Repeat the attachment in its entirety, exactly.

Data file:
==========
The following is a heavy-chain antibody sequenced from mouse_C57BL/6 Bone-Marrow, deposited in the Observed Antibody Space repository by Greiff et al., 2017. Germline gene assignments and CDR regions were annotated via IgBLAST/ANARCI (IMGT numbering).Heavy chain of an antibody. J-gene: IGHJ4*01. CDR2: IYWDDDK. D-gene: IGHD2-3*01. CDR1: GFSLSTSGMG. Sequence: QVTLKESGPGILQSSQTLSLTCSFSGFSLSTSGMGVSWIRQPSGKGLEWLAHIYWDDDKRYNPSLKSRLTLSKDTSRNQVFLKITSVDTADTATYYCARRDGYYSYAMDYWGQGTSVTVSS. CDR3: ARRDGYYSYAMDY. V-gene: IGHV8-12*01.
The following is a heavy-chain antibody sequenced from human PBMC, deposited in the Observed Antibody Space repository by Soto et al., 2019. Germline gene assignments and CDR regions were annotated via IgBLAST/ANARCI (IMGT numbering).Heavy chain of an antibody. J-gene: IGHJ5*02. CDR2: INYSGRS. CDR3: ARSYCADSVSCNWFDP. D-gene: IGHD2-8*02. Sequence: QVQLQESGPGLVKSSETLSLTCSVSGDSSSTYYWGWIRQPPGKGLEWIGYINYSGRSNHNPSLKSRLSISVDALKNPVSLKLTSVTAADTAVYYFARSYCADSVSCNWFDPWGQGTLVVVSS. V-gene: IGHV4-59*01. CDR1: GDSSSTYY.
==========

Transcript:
The following is a heavy-chain antibody sequenced from mouse_C57BL/6 Bone-Marrow, deposited in the Observed Antibody Space repository by Greiff et al., 2017. Germline gene assignments and CDR regions were annotated via IgBLAST/ANARCI (IMGT numbering).Heavy chain of an antibody. J-gene: IGHJ4*01. CDR2: IYWDDDK. D-gene: IGHD2-3*01. CDR1: GFSLSTSGMG. Sequence: QVTLKESGPGILQSSQTLSLTCSFSGFSLSTSGMGVSWIRQPSGKGLEWLAHIYWDDDKRYNPSLKSRLTLSKDTSRNQVFLKITSVDTADTATYYCARRDGYYSYAMDYWGQGTSVTVSS. CDR3: ARRDGYYSYAMDY. V-gene: IGHV8-12*01.
The following is a heavy-chain antibody sequenced from human PBMC, deposited in the Observed Antibody Space repository by Soto et al., 2019. Germline gene assignments and CDR regions were annotated via IgBLAST/ANARCI (IMGT numbering).Heavy chain of an antibody. J-gene: IGHJ5*02. CDR2: INYSGRS. CDR3: ARSYCADSVSCNWFDP. D-gene: IGHD2-8*02. Sequence: QVQLQESGPGLVKSSETLSLTCSVSGDSSSTYYWGWIRQPPGKGLEWIGYINYSGRSNHNPSLKSRLSISVDALKNPVSLKLTSVTAADTAVYYFARSYCADSVSCNWFDPWGQGTLVVVSS. V-gene: IGHV4-59*01. CDR1: GDSSSTYY.